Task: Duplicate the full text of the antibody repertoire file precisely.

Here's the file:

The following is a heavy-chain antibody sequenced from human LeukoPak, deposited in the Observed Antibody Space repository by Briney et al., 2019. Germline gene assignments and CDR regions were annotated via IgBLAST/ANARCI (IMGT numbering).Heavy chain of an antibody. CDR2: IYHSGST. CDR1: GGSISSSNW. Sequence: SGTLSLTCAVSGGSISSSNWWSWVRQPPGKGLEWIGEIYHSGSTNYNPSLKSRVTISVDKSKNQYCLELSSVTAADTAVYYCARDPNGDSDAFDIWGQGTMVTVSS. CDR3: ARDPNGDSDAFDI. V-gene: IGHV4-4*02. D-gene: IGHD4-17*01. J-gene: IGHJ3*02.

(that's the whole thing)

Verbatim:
The following is a heavy-chain antibody sequenced from human LeukoPak, deposited in the Observed Antibody Space repository by Briney et al., 2019. Germline gene assignments and CDR regions were annotated via IgBLAST/ANARCI (IMGT numbering).Heavy chain of an antibody. CDR2: IYHSGST. CDR1: GGSISSSNW. Sequence: SGTLSLTCAVSGGSISSSNWWSWVRQPPGKGLEWIGEIYHSGSTNYNPSLKSRVTISVDKSKNQYCLELSSVTAADTAVYYCARDPNGDSDAFDIWGQGTMVTVSS. CDR3: ARDPNGDSDAFDI. V-gene: IGHV4-4*02. D-gene: IGHD4-17*01. J-gene: IGHJ3*02.